Preimplantation Genetic Diagnosis (PGD). Screening should focus on life threatening genetic disease and conditions that are associated with cognitive disability or that have a serious impact on the quality of life. Various tests have gained acceptance in certain countries but with the exception of a handful of pan-ethnic conditions (Fragile X syndrome, Cystic fibrosis, Spinal Muscular Atrophy and hemoglobinopathies), most condition are rare and have ethnic- and race-specific incidences. Moreover, within different populations, there is a unique characteristic set of mutations. A new paradigm is now emerging termed "Expanded Screening" whereby all individuals, regardless of ethnicity, are offered screening for the same set of conditions. This may be achieved using various array based techniques but even the most detailed methodologies carry only a limited set of conditions and mutations and with the assimilation of novel findings require constant modifications. In contrast, NGS has been recently shown to provide a more comprehensive analysis. Hallam et al. have recently validated the clinical utility of NGS for carrier screening. They tested 11,691 IVF patients and detected 447 mutations in carriers, 2 in an affected individual. Of these ~ 25% of the mutations were not included in traditional, limited, mutation panels. If the price of sequencing will continue to drop as anticipated, screening by NGS will also become more cost effective.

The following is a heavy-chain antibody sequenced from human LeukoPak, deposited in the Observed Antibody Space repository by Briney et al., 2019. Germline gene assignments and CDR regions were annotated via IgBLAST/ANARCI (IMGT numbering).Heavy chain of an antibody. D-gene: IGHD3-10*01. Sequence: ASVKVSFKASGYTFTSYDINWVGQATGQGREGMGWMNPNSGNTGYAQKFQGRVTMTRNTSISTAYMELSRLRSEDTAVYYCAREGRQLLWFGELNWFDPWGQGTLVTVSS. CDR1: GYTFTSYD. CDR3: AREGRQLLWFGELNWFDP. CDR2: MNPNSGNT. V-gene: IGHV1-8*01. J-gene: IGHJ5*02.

Preimplantation Genetic Screening (PGS)
Aneuploidy increases with age and is the leading cause of miscarriage, congenital anomalies and implantation failure. In fact > 50% of human embryos are aneuploid.